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So with less emphasis on photographic gear and the latest gizmo I want to turn the attention to the image itself.  Why do we take a particular image, what are we trying to say, and how have we tried to be creative?  In reality this means learning to see things in a way we have failed to in the past, to notice those things we have always overlooked, maybe because we have taken them for granted!  Perhaps next time experimenting with slow shutter speeds could be fun, we will see.

All images contained on this website remain the property of Roger Bradley. Images may not be downloaded, reproduced, copied, projected, or used in any way without express written permission.

Reading a photograph

You may have noticed that I really like Ballintoy!  There are so many opportunities for landscape photography there and my often repeated visits always present new challenges. I have learned that staying in the one place for a while improves the chances of getting quality light, and helps developing patience that is necessary for better photography.

Assuming you have great light then we are left to concentrate in looking for mood!  Seeking out colour, angles, shapes and then trying to simplify the composition.  In the image featured in this blog the contrast between the basalt and limestone rock outcrops was interesting, the subtle colour rendered from the wet limestone rock in the foreground against the colour of the sea and the sky provide an overall balance to the image.

If you can read a photograph then I guess it works!  The image below seems to be made up by horizontal layers; rock, sea, rock and sky.  Within these layers the colour hues blend together in balance.  As I see it this is how the image works.  Maybe it reads differently to you!

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All images contained on this website remain the property of Roger Bradley. Images may not be downloaded, reproduced, copied, projected, or used in any way without express written permission.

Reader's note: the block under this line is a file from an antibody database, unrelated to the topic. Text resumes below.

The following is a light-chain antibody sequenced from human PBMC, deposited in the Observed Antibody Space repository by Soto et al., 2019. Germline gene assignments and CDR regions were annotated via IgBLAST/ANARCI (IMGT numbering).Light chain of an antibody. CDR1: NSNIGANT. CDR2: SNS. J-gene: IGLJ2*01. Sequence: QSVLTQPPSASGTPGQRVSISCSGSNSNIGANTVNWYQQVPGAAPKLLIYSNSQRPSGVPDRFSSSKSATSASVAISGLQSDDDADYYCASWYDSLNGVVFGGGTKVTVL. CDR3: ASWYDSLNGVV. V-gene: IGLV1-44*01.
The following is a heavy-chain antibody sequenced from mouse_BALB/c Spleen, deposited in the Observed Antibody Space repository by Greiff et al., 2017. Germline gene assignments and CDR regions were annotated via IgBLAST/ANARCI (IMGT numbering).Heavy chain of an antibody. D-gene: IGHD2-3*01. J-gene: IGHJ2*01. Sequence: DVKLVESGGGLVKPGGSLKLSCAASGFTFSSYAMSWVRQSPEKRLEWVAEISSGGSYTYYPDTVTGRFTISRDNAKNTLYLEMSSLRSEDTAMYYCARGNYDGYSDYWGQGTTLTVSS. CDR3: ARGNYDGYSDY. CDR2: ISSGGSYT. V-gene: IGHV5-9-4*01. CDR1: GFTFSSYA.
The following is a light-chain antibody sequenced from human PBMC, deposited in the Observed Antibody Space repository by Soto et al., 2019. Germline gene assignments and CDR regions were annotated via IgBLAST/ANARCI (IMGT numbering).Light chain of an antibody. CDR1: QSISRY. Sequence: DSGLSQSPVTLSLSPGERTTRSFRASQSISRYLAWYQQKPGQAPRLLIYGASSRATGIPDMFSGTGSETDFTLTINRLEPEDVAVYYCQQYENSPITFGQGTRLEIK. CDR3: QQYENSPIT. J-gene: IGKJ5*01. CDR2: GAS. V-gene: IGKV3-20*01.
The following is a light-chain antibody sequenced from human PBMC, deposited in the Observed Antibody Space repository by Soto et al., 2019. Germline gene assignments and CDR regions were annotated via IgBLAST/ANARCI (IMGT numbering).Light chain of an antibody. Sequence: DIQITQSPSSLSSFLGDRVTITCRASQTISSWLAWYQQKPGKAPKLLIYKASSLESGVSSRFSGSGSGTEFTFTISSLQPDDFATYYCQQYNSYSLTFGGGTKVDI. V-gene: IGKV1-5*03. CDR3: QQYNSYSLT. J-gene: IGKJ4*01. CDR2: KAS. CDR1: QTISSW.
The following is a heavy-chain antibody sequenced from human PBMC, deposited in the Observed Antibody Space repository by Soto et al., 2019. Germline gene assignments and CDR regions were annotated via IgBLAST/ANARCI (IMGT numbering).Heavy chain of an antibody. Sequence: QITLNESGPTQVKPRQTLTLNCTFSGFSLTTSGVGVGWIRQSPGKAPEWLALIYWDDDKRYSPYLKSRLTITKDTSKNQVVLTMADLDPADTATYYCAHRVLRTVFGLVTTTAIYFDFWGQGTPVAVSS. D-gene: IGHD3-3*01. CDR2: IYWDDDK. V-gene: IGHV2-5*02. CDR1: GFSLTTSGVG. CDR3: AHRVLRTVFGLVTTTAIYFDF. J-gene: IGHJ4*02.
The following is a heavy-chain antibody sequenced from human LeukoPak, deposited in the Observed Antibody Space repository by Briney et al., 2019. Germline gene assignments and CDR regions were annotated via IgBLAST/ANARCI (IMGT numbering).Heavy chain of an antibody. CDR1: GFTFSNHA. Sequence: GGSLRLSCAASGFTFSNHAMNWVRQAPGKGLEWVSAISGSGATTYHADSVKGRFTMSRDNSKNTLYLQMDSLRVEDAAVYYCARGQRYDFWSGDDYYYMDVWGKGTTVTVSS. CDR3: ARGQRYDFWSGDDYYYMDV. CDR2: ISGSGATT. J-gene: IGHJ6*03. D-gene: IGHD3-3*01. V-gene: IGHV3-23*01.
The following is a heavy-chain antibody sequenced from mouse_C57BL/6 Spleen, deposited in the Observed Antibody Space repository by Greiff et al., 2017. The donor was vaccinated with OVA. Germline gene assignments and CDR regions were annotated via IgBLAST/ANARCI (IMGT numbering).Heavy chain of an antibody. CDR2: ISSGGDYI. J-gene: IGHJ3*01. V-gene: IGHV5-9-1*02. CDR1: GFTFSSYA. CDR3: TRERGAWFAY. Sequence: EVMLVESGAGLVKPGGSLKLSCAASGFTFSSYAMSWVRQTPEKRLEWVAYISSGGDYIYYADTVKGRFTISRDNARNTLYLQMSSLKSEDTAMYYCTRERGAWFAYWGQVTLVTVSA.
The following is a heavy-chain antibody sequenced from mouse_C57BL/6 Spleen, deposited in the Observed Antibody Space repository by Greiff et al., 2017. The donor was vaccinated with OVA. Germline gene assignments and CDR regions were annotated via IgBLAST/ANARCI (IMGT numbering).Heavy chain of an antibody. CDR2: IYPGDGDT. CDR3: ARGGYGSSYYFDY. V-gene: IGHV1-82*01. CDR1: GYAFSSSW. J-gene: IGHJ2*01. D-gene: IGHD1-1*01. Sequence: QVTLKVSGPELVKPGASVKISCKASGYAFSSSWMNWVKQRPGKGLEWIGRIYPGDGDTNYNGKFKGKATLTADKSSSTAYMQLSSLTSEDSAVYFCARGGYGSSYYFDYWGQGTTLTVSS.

Staying in the one place!

Recently I seem to be spending a lot of time in Ballintoy on the north Antrim coast, but then it is a wonderful location for photography.  This time I stayed for nearly three days and one thing which interested me was watching how light changed, even how clouds changed in look and how morning light differed from evening light.  Even during mid morning or mid afternoon  some pleasing lighting conditions were produced.

I came equipped with my Nikon DSLR gear and the Fujifilm X Pro 1 and must confess that all my images were taken with the X Pro 1.  The Nikon gear never left the bag, there is a lesson in there somewhere!  One of the joys of photography is learning light and how it effects the image, seeking out colour in the landscape and looking for the right angle.

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The above images were taken between Thursday and Saturday, week ending 9 November.

All images contained on this website remain the property of Roger Bradley. Images may not be downloaded, reproduced, copied, projected, or used in any way without express written permission.

That special autumn light

I am still processing images from my visit to Ballintoy on the Antrim north coast.  The rocks in this image caught the light beautifully bringing out the colour.  It was taken at 10.15 in weak morning sunlight and the figures on the beach add to the scene.

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 All being well I will return to this location soon.

All images contained on this website remain the property of Roger Bradley. Images may not be downloaded, reproduced, copied, projected, or used in any way without express written permission.